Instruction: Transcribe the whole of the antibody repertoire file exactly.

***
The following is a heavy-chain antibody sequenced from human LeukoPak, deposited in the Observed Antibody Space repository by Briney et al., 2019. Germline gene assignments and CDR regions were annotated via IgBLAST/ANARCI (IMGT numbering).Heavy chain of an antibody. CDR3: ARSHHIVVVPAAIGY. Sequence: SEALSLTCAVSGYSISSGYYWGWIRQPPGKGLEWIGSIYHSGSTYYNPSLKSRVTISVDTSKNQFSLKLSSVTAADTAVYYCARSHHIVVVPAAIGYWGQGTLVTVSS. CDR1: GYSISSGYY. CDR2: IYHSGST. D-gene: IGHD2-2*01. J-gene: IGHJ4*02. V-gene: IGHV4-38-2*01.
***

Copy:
The following is a heavy-chain antibody sequenced from human LeukoPak, deposited in the Observed Antibody Space repository by Briney et al., 2019. Germline gene assignments and CDR regions were annotated via IgBLAST/ANARCI (IMGT numbering).Heavy chain of an antibody. CDR3: ARSHHIVVVPAAIGY. Sequence: SEALSLTCAVSGYSISSGYYWGWIRQPPGKGLEWIGSIYHSGSTYYNPSLKSRVTISVDTSKNQFSLKLSSVTAADTAVYYCARSHHIVVVPAAIGYWGQGTLVTVSS. CDR1: GYSISSGYY. CDR2: IYHSGST. D-gene: IGHD2-2*01. J-gene: IGHJ4*02. V-gene: IGHV4-38-2*01.